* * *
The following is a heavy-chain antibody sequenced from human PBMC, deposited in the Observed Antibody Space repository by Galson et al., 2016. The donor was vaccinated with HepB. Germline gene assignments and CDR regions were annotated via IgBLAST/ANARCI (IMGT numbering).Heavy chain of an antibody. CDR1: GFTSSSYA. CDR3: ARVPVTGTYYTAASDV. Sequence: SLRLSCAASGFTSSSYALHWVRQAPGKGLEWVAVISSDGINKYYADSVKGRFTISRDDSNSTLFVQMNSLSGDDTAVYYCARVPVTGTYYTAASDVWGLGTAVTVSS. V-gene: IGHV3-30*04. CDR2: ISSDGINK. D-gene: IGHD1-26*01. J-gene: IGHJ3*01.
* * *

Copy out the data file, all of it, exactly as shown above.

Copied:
The following is a heavy-chain antibody sequenced from human PBMC, deposited in the Observed Antibody Space repository by Galson et al., 2016. The donor was vaccinated with HepB. Germline gene assignments and CDR regions were annotated via IgBLAST/ANARCI (IMGT numbering).Heavy chain of an antibody. CDR1: GFTSSSYA. CDR3: ARVPVTGTYYTAASDV. Sequence: SLRLSCAASGFTSSSYALHWVRQAPGKGLEWVAVISSDGINKYYADSVKGRFTISRDDSNSTLFVQMNSLSGDDTAVYYCARVPVTGTYYTAASDVWGLGTAVTVSS. V-gene: IGHV3-30*04. CDR2: ISSDGINK. D-gene: IGHD1-26*01. J-gene: IGHJ3*01.